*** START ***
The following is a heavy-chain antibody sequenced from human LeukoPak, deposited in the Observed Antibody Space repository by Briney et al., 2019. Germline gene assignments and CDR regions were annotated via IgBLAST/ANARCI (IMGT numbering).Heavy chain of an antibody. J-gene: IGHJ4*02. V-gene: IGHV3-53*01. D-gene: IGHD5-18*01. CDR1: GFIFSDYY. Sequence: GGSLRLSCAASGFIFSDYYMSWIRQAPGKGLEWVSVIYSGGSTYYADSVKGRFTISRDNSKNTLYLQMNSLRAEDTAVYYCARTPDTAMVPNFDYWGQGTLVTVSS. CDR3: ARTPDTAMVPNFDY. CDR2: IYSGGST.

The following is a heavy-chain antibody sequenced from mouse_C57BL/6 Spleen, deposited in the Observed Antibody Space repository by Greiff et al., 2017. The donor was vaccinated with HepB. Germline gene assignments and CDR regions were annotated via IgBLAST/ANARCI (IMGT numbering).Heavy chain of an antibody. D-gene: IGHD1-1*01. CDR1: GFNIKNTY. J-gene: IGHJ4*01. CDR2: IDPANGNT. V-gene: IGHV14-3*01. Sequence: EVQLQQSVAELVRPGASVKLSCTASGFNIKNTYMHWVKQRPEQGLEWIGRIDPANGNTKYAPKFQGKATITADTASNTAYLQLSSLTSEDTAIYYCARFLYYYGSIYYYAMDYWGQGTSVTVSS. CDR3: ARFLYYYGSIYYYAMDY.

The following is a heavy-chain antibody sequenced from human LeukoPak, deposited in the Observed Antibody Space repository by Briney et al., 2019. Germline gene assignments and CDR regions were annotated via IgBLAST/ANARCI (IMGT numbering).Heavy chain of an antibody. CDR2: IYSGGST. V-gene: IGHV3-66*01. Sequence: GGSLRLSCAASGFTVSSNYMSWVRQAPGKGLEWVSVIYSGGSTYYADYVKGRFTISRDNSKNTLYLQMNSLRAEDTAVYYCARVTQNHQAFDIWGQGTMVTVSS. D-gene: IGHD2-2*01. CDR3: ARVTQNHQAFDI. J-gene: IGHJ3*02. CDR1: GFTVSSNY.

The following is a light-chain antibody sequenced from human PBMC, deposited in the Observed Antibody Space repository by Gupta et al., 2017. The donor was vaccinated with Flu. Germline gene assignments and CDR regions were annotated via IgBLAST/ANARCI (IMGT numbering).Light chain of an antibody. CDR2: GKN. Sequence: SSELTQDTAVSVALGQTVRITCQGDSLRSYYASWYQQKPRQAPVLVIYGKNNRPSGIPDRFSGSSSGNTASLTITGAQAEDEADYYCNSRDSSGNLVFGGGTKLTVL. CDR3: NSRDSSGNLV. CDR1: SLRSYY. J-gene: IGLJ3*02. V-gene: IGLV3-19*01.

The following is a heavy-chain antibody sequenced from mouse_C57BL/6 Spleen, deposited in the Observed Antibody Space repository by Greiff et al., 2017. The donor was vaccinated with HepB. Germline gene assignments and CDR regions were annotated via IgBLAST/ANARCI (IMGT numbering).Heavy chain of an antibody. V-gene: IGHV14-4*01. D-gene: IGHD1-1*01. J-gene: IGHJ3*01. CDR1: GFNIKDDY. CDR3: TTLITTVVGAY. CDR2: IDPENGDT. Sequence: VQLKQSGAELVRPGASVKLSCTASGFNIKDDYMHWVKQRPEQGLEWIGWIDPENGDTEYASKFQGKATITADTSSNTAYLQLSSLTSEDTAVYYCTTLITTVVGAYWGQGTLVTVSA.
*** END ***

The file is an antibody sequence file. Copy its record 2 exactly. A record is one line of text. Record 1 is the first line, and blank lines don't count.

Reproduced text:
The following is a heavy-chain antibody sequenced from mouse_C57BL/6 Spleen, deposited in the Observed Antibody Space repository by Greiff et al., 2017. The donor was vaccinated with HepB. Germline gene assignments and CDR regions were annotated via IgBLAST/ANARCI (IMGT numbering).Heavy chain of an antibody. D-gene: IGHD1-1*01. CDR1: GFNIKNTY. J-gene: IGHJ4*01. CDR2: IDPANGNT. V-gene: IGHV14-3*01. Sequence: EVQLQQSVAELVRPGASVKLSCTASGFNIKNTYMHWVKQRPEQGLEWIGRIDPANGNTKYAPKFQGKATITADTASNTAYLQLSSLTSEDTAIYYCARFLYYYGSIYYYAMDYWGQGTSVTVSS. CDR3: ARFLYYYGSIYYYAMDY.